- 25/01/2020 12:29 PM
- 20/11/2020 4:36 PM
- 11/06/2020 9:20 PM
Yern Naroth, a 19-year-old belonging to the ethnically Tumpoun community of Ratanakiri Province is campaigning to stop child marriages, which she said are robbing girls of their future.
PHNOM PENH--At 19 years old, Yern Naroth remains a rarity among her community for the simple reason that she is unmarried. But her pursuit of agency in her own life has not been easy.
“When I first told my parents, their reaction was quite typical—they wanted me to get married and they warned me that if I didn’t marry soon, they would expel me from our home,” said Naroth. At the time she was just 13 years old.
“I kept declining their proposal, because I wanted to finish my education, but my family kept pressuring me to drop out of school,” she added, noting that she is currently a 12th grade student at high school in Ratanakiri Province.
Her parents’ attitude towards child marriages is quite normal, she said, because her family belongs to the Tumpoun ethnic group—who have long married off their sons and daughters often before the age of 16 due to a range of social, economic and cultural factors.
Naroth’s decision to defy her parents’ wishes and continue studying is quite rare, she explained, particularly among Tumpoun society. Despite this and her young age at the time, she managed to convince them that marriage was something that could wait.
“Then, I started explaining to them that my marriage would impact me as young girl, if I ended up illiterate in the future, I would only be able to help farm—I wouldn’t be able to get a different job or educate my children and grandchildren,” she recalled.
Naroth’s parents, who were also married as children, did not initially agree with her, but were willing to listen as they could see the merits of an education even if it meant forgoing the traditions and marital customs of their community.
Neglect of Indigenous Communities
Some 19 percent of Cambodian girls are married before their 18th birthday, according to a 2017 report from UNICEF. The report found that 2 percent were married before the age of 15, but that much of the country’s child marriages were happening in rural areas—particularly among ethnic minorities.
There are an estimated 24 different ethnic minority groups living across Cambodia, amounting to around 200,000 people, of which the Tumpoun were believed to account for roughly 31,000 in 2006 following a World Bank study that found that overwhelming majority of Tumpoun communities were based in Ratanakiri Province.
A separate UNICEF report from 2014 stated that, based on official figures, marriage before reaching the age of 18 had dropped from 28 percent of the population to 19 percent between 1989 and 2014, but while the study was unable to disaggregate the data by ethnicity, the geographic results were quite telling.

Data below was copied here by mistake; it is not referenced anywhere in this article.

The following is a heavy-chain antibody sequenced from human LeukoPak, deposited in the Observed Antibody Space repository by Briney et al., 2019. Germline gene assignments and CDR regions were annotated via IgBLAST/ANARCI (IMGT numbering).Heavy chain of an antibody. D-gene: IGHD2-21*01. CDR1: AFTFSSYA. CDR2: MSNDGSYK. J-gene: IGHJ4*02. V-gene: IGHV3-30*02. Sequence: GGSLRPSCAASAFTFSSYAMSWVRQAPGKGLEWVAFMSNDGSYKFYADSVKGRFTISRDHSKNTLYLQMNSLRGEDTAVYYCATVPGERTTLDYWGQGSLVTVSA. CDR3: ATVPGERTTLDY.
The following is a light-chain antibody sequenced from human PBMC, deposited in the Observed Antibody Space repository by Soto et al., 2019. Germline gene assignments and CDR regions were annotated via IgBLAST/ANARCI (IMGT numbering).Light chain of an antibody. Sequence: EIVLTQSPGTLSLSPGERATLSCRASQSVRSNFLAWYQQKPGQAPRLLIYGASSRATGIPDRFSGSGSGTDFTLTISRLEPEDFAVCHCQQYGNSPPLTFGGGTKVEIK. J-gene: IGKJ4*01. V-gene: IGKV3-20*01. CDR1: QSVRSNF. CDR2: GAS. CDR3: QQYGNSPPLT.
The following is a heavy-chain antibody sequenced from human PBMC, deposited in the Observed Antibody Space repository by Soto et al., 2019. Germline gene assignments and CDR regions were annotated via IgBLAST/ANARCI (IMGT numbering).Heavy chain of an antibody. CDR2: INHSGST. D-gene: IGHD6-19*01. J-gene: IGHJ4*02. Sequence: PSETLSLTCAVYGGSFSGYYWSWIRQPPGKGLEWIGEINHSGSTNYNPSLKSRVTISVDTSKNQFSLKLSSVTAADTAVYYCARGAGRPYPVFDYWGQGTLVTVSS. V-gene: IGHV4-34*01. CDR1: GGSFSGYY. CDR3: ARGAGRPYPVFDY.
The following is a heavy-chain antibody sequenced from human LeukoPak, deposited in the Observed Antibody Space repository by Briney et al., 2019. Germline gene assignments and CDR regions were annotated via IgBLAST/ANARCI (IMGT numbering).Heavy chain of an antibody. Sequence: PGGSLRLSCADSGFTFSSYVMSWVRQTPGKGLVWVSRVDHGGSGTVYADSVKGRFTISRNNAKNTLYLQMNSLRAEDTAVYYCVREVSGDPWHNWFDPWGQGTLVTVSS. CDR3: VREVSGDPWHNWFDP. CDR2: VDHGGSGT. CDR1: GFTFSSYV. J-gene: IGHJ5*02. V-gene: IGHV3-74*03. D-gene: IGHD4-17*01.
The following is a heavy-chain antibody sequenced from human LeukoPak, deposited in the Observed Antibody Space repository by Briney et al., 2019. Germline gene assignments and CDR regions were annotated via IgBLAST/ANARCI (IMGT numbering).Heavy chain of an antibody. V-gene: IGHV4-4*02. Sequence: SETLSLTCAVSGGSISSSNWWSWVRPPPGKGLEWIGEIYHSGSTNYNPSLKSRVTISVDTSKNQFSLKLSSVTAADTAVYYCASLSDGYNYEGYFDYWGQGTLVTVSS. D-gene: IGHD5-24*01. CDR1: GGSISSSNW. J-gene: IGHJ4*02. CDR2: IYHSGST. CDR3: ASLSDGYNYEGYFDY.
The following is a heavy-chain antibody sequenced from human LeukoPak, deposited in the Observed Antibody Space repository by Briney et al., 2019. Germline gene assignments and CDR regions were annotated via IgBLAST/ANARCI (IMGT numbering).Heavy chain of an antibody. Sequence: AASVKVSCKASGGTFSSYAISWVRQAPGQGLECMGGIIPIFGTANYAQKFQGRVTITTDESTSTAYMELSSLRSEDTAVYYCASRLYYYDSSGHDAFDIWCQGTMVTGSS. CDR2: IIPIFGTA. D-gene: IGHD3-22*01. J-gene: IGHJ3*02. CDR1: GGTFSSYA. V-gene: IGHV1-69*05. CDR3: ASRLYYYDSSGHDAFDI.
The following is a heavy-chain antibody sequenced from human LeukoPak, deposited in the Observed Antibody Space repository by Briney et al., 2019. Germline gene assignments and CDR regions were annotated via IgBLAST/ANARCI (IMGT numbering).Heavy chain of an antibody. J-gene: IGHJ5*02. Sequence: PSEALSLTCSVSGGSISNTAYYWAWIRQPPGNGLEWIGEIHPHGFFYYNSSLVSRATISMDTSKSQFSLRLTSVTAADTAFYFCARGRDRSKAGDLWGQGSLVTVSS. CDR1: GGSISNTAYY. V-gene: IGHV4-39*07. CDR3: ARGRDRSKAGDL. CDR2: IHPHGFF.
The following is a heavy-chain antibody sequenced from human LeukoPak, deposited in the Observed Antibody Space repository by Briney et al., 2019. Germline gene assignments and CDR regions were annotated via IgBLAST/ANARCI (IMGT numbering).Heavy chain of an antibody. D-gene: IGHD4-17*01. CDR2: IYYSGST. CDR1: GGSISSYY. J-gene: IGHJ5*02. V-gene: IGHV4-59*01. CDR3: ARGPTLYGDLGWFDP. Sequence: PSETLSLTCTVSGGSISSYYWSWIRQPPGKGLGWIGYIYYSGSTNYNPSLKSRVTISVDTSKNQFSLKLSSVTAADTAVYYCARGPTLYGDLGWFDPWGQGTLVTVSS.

“[T]he proportion of young women aged 20–24 who were married before age 18 shows wide variations by geographic location, ranging from a high of 36 percent in Mondulkiri and Ratanakiri regions to a low of 5 percent in the capital city, Phnom Penh,” UNICEF wrote in 2014.
The absence of reliable and updated figures is perhaps a testament to the government’s relationship with Cambodia’s numerous ethnicities. The country’s legal system scarcely recognizes the myriad indigenous people who call various parts of Cambodia home, with laws and policies pertaining to these communities relying on indistinct terminology and vague definitions—allowing ethnic minorities to slip through the gaps in terms of education, land ownership and political representation.
Fighting for Education and Empowerment
For Naroth, it’s this disempowerment that has created conditions where marriage at the age of 13 has become the norm and why, at the age of 16, she joined the Adolescent and Youth Reference Group (AYRG)—a UNICEF-led project launched in 2015 that aims to, among other things, address the prevalence of child marriage in Cambodia.
“I have helped my community through producing educational videos on the issues of child marriage and circulating the contents in the village,” explained Naroth. “After we instructed them, some parents could see that this is concerning, some of them understand that and send their children to school instead.”
Parents, Naroth has come to learn, are the gatekeepers of their children’s future and so to prevent young children from being married off before they have had the chance to determine their own fate, AYRG directs their advocacy work at the parents within the Tumpoun communities of Ratanakiri Province.
Through her role at AYRG, Naroth said she hopes to change social conventions within her community and beyond.
“Ethnic minority youth need to prioritize education,” she said. “Every girl should obtain the chance to get a higher education, which is a means through which they can gain confidence and become an independent woman making their own choices in life.”